This was in sharp contrast to the protracted battle over adopting containerization on the East and Gulf coasts under the less-effective leadership of the International Longshoremen's Association's Teddy Gleason (1900-1992). According to Levinson, "Both leaders understood from the outset that automation could put tens of thousands of jobs at risk and transform shoreside labor -- their members' labor -- into almost an incidental expense. They ended up finding different ways to win extraordinary benefits for their members -- in return for allowing the containers to reshape the long-established pattern of life on and around the docks" (The Box, 101). On the West Coast, the agreement included a guarantee that all A-list men (those with priority for hiring) would keep their jobs, an annual $5 million payment for five and one-half years by shipping companies into a fund to be distributed by the union, and retirement pay for older workers. The union agreed to adapt the number of workers and their work methods to new technologies as they were adopted.
Some members of the union opposed the plan. Working-condition gains had been hard-won and some felt that the longshore workers owed it to their predecessors who had won the concessions from the shippers not to give in to the shippers' demands. Levinson quotes Eric Hoffer, a San Francisco longshoreman who said, "This generation has no right to give away, or sell for money, conditions that were handed on to us by a previous generation" (The Box, 115).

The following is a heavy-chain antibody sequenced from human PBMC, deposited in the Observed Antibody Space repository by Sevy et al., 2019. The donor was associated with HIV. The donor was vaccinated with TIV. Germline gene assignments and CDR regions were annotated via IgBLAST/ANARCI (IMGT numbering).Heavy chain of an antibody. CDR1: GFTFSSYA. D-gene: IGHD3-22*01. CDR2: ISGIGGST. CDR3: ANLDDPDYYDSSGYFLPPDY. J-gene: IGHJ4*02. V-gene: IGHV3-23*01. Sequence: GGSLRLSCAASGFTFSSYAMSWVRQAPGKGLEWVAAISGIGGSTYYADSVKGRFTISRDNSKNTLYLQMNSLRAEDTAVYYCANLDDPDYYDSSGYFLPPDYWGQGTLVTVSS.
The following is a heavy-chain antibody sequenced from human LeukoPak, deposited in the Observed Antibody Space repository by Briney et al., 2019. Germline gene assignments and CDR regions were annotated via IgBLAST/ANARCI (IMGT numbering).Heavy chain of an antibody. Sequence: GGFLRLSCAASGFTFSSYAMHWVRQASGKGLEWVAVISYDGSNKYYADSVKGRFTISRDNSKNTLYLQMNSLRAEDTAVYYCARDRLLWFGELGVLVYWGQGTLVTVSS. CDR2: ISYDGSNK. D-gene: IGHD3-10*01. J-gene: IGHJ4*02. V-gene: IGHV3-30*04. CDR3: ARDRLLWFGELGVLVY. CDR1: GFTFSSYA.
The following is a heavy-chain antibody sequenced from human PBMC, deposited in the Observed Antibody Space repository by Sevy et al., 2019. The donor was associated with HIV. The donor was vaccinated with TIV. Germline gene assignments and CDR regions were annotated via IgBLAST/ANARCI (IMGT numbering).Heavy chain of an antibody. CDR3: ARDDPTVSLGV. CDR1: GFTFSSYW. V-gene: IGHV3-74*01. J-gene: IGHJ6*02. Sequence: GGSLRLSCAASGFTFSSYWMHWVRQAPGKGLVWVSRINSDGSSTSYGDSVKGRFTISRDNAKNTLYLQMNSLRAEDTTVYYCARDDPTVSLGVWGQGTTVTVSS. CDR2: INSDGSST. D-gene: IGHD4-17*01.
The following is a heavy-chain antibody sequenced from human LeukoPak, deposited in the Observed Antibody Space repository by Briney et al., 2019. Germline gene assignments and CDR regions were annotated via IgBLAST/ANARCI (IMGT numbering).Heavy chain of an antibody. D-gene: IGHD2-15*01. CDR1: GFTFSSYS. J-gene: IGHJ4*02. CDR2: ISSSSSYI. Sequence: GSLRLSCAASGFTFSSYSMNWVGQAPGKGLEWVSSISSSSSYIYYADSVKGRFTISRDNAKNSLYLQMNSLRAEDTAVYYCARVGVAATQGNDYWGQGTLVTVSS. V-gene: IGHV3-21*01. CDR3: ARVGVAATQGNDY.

Building Seattle Container Terminals
Pier 46, on the waterfront south of downtown, saw the first major improvements to Port of Seattle facilities for container shipping. Work started in 1961 and as it neared completion, in late 1963, Alaska Steamship Company, which was already operating van service to Alaska, and Matson Navigation Company, which was operating container ships to Hawaii out of San Francisco Bay, agreed to use the new pier jointly, sharing the cranes and onshore facilities. The Port demolished existing piers 44 and 46, built a bulkhead and filled the area behind it, and built a new freight shed. The Port moved a gantry crane weighing 260 tons from Pier 28 by winching it aboard a barge and floating it across the bay; a new 50-ton-capacity crane was also installed. The new pier facility had room for stacking containers adjacent to the pier and space for trucks to load and unload.